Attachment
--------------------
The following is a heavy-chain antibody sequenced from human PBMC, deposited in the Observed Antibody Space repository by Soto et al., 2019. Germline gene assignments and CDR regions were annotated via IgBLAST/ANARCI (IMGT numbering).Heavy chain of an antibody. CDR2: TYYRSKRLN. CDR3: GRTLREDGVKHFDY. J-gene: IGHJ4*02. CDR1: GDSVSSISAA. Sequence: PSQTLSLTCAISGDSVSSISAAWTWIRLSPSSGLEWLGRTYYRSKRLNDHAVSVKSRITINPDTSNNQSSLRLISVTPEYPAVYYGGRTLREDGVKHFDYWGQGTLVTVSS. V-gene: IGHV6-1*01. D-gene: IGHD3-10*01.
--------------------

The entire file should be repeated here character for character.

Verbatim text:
The following is a heavy-chain antibody sequenced from human PBMC, deposited in the Observed Antibody Space repository by Soto et al., 2019. Germline gene assignments and CDR regions were annotated via IgBLAST/ANARCI (IMGT numbering).Heavy chain of an antibody. CDR2: TYYRSKRLN. CDR3: GRTLREDGVKHFDY. J-gene: IGHJ4*02. CDR1: GDSVSSISAA. Sequence: PSQTLSLTCAISGDSVSSISAAWTWIRLSPSSGLEWLGRTYYRSKRLNDHAVSVKSRITINPDTSNNQSSLRLISVTPEYPAVYYGGRTLREDGVKHFDYWGQGTLVTVSS. V-gene: IGHV6-1*01. D-gene: IGHD3-10*01.